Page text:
Chlamydia in cats is a respiratory disease that is usually spread from contact with other cats. This condition is most commonly seen in young kittens and usually starts off with conjunctivitis, an abnormal eye discharge due to inflammation of the inside of the eyelid and the white part of the eye itself.
While chlamydia in humans is a common sexually-transmitted infection (STI), it has no relation to sexual activity in cats. Chlamydia in cats is one form of the feline upper respiratory disease, and those with a chlamydophia infection will also have a viral upper respiratory infection such as calicivirus or herpesvirus.
It’s important for a veterinarian to give an accurate diagnosis for chlamydia in cats since its symptoms are similar to various other conditions (more on that later).
Chlamydia in cats is most common in multicat households or where cats are housed closed together, such as breeding facilities, shelters and foster homes.
Infections are more common in purebred cats, kittens under the age of one year old, cats with compromised immune systems and those who tend to become stressed easily by changes in their environment.
Luckily, indirect contact through the environment or handling is not as likely to transmit the infection because the bacteria can’t survive too long outside a kitten or cat’s body.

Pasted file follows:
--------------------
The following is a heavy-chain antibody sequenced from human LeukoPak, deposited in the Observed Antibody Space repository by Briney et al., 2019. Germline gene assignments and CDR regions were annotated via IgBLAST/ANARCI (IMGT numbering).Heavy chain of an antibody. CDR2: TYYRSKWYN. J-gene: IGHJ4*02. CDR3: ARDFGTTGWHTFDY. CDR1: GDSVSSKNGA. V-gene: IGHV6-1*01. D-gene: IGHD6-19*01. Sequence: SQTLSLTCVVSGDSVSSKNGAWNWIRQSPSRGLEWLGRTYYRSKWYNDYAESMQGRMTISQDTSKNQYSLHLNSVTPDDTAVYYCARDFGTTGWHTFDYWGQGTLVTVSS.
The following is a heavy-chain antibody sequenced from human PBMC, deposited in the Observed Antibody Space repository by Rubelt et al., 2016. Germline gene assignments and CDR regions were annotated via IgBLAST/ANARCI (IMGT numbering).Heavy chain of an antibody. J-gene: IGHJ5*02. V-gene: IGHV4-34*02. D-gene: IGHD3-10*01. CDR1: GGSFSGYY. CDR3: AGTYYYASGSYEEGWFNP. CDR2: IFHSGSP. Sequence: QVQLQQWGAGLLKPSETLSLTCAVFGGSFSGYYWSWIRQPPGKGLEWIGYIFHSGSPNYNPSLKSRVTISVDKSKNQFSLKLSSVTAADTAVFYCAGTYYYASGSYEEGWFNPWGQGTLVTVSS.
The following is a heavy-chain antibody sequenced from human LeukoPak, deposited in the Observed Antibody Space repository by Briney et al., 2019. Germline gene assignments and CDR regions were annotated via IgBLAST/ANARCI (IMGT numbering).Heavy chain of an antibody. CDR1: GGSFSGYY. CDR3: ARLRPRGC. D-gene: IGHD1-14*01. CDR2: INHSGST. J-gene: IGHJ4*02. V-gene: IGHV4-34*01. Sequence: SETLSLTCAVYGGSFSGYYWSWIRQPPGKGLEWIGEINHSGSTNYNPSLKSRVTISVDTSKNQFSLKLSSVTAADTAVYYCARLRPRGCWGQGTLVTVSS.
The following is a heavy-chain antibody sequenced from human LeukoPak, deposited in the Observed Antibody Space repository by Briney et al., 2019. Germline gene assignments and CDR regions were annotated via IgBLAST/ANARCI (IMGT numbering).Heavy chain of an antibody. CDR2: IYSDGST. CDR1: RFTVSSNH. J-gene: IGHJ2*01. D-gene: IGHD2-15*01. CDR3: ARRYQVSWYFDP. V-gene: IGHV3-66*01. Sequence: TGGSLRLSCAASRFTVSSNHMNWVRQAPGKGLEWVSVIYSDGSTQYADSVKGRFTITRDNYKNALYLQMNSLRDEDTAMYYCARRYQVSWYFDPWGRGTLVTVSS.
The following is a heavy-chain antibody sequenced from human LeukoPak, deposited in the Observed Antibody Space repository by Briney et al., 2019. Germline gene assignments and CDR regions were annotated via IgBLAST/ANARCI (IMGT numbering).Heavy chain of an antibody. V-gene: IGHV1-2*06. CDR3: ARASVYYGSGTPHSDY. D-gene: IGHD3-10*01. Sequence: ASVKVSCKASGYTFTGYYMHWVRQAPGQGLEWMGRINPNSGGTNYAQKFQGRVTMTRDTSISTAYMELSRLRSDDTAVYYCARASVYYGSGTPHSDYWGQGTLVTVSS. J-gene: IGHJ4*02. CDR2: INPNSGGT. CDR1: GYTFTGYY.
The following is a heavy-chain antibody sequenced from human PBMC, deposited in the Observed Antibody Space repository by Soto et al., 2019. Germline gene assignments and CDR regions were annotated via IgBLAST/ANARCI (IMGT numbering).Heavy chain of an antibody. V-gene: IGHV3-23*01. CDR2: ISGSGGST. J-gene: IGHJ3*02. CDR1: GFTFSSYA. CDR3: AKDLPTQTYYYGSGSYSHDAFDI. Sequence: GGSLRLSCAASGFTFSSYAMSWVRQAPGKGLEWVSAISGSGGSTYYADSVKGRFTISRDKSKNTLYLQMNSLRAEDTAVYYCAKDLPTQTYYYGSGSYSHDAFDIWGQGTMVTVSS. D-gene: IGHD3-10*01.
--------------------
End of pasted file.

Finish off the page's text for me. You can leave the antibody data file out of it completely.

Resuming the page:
The incubation period of chlamydia in cats is between three to 10 days, and again, conjunctivitis is the predominant sign. Other symptoms of chlamydia in cats include:
Signs of chlamydia in cats can last up to several weeks, and the cat’s weakened immune system can cause secondary symptoms as well.
Testing is required for a definitive diagnosis because chlamydia in cats is not the only cause of pink eye or symptoms listed above. Sick cats usually respond to antibiotics, and will likely need to stay on them for three to four weeks.
In homes with multiple cats, it may be recommended that all of them are treated simultaneously due to the contagious nature of chlamydia in cats. In rare instances, people can also develop conjunctivitis as a result and also require treatment. The best prevention is to wash your hands after handling a cat with conjunctivitis.
Building on what’s mentioned above, Thomas Kern, DVM, associate professor of ophthalmology at Cornell University’s College of Veterinary Medicine says, “Although conjunctivitis can occur in older cats, this is an infection that occurs primarily in young animals. It is most prevalent in catteries and other multiple-cat environments. In the course of their development, young cats may pick up a virus or a bacterium from an older cat. And, like kids, they play together and pass it around. Sooner or later, they all get it.”
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